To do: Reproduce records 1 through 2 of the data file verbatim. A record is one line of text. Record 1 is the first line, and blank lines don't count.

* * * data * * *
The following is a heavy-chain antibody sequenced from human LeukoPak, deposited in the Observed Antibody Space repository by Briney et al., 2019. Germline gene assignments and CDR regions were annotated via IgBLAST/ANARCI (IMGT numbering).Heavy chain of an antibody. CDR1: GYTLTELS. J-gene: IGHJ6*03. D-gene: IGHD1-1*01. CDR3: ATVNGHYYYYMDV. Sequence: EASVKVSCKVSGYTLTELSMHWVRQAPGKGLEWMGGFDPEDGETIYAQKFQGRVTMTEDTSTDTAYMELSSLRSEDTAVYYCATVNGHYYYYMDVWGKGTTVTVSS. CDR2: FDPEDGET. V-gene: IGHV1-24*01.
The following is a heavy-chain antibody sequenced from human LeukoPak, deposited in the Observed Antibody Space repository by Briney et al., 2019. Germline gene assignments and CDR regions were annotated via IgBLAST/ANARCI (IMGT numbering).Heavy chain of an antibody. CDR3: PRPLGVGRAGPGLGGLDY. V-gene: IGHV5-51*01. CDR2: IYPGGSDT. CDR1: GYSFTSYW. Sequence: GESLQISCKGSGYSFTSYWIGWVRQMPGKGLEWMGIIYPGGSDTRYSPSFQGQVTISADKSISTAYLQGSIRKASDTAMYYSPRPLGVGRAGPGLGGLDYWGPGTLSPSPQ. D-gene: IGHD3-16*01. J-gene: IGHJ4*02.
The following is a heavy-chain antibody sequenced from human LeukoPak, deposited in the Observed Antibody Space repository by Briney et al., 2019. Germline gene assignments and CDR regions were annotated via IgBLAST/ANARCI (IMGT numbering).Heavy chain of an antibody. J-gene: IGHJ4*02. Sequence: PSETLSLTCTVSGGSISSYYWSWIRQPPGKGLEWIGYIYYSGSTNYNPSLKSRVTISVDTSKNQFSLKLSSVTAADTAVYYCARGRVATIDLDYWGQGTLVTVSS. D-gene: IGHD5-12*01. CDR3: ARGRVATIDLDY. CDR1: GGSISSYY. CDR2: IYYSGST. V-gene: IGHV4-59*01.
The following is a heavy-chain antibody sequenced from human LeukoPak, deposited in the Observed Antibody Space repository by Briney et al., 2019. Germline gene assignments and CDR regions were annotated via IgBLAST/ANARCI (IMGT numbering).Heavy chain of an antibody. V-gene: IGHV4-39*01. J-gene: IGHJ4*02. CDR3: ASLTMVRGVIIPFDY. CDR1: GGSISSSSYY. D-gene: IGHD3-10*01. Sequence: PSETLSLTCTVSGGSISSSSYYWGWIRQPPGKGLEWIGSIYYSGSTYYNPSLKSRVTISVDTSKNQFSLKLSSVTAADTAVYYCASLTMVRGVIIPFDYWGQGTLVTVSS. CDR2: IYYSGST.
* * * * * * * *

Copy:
The following is a heavy-chain antibody sequenced from human LeukoPak, deposited in the Observed Antibody Space repository by Briney et al., 2019. Germline gene assignments and CDR regions were annotated via IgBLAST/ANARCI (IMGT numbering).Heavy chain of an antibody. CDR1: GYTLTELS. J-gene: IGHJ6*03. D-gene: IGHD1-1*01. CDR3: ATVNGHYYYYMDV. Sequence: EASVKVSCKVSGYTLTELSMHWVRQAPGKGLEWMGGFDPEDGETIYAQKFQGRVTMTEDTSTDTAYMELSSLRSEDTAVYYCATVNGHYYYYMDVWGKGTTVTVSS. CDR2: FDPEDGET. V-gene: IGHV1-24*01.
The following is a heavy-chain antibody sequenced from human LeukoPak, deposited in the Observed Antibody Space repository by Briney et al., 2019. Germline gene assignments and CDR regions were annotated via IgBLAST/ANARCI (IMGT numbering).Heavy chain of an antibody. CDR3: PRPLGVGRAGPGLGGLDY. V-gene: IGHV5-51*01. CDR2: IYPGGSDT. CDR1: GYSFTSYW. Sequence: GESLQISCKGSGYSFTSYWIGWVRQMPGKGLEWMGIIYPGGSDTRYSPSFQGQVTISADKSISTAYLQGSIRKASDTAMYYSPRPLGVGRAGPGLGGLDYWGPGTLSPSPQ. D-gene: IGHD3-16*01. J-gene: IGHJ4*02.